Interview with Lynne Jones, author of The Beaumont Bequest


Book cover image ©

The Beaumont Bequest is a contemporary take on the classic haunted house novel;its author Lynne Jones, has kindly let us in on how the book came into being and on inspiration and writing in general :

How did The Beaumont Bequest start life ?

 It started as a short story I entered in a competition in Writers’ Forum. I didn’t win a prize but was mentioned in the magazine as a runner-up. It was purely a ghost story and Rex Beaumont didn’t appear in that version.

 What most influenced you when developing the novel?

   I was pushed into action when I found out that yet another version of A Christmas Carol was being made for TV (the one with Patrick Stewart in that I think is the best yet). I started ranting about it being time somebody wrote a new story and a friend said: ‘If you feel so strongly about it, why don’t you write one?’ It set me thinking about why these old classic tales have had such a long-lasting appeal. I thought then that if I ever start writing novels, I want to create timeless stories like these with memorable characters. Other influences include The Picture of Dorian Gray and Dr. Jekyll and Mr. Hyde.

Is Heartsease, the house that lies central to the novel, based on a real building?

  Yes, it is. I found it by accident when I was searching estate agents’ websites for houses in Sussex. I was intrigued by the mention of a ‘Flower Room’ – something I’d never come across before. The Flower Room eventually became a main component of the book.

 Are any of the paranormal incidents in the book based on personal experience?

  No, I’ve never had any experience of the paranormal. I was inspired more by Richard Buss’s unfinished painting of Dickens showing him asleep in his chair surrounded by pictures of his characters.

Do you have a favourite character / book among the ghost classics?

  I love Scrooge, obviously, but my current favourite is The Woman in Black by Susan Hill. 

 What are your own favourite scenes in the book?

  Although he was put in as an afterthought just to provide the reader with a sympathetic character, I enjoyed Rex’s backstory the most. He ended up becoming a real person to me. In the haunting scenes I like Patrick’s trial, Rex’s stories of The Croxton Canary and The Langerstone Shroud, and the final chase up the slopes of Cotopaxi.

 Do you have a favourite method for writing, getting ideas, working out plots?

  I started trying to write in a conventional linear manner but it soon became apparent that Beaumont’s multiple timelines were too complex to handle in this way, so I had to stop writing and spend several weeks creating a plot structure. This made it easier for me to work out how to drop in information from Rex’s background so that the last scene with Barbara would make sense. It was such a useful exercise that I plan all my stories like this now.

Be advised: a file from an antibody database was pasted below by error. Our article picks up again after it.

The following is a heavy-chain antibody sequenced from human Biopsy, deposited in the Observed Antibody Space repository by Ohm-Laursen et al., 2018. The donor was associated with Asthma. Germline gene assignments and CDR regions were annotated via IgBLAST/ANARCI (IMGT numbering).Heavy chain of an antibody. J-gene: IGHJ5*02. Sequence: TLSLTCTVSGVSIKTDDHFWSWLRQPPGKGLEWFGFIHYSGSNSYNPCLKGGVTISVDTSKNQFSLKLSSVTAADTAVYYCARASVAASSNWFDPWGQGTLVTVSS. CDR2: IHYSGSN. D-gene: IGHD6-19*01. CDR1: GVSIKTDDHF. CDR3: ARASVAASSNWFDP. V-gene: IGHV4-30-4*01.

Can you tell us something about your next novel?

  I have two new ones pretty well under way and have plot sketches for two others. I think the next one to be finished will be Windhaven Loop, a story of a bungled attempt at an antiques scam, involving time travel and parallel destinies. This will be followed by The Bon Ton Club, the first in a comic sci-fi series set in the future about the members of an elite dining club.

Do you have an ideal ‘dream’ writing space?

  Probably in some spacious penthouse with a fabulous view. For some reason I find it difficult to write on the ground floor. I think the ‘imagination rays’ can penetrate my brain more easily when I’m high up.

 With the arrival of e-publishing, do you think writers are more empowered now than before?

  Definitely. There were far too many gatekeepers under the old regime with a vested interest in maintaining rigidly defined genres and chasing after literary prizes. There was so much focus on genre norms, personality writers and literary merit that they seemed to have forgotten all the thrill and enjoyment you can get from reading a good original yarn.

 Any thoughts or advice on writing you’d like to pass on?

  Get the characters and plot straight in your head first. I used to write business documents and a manager once advised me: ‘Get the Table of Contents right and the document will write itself.’ I’ve found this to be true of fiction as well.

 Which website would you recommend for writers/readers?

  For writers just starting out and unused to the harsh reality of peer reviews, I think it’s best to start with YouWriteOn or Book Country. For writers with complete or near-complete work, I think Authonomy is the best. Goodreads is very good for readers wanting to connect with people with similar tastes.

Where on the web can people connect with you and your work?

  I have a website but this is under construction and doesn’t have much content yet. Other than that, readers interested in forthcoming stories can check out my Authonomy page.

Where can we buy your book?

   The Beaumont Bequest is at present available in the Amazon Kindle Store at the moment :

Amazon UK

Amazon US

Author Page on Amazon

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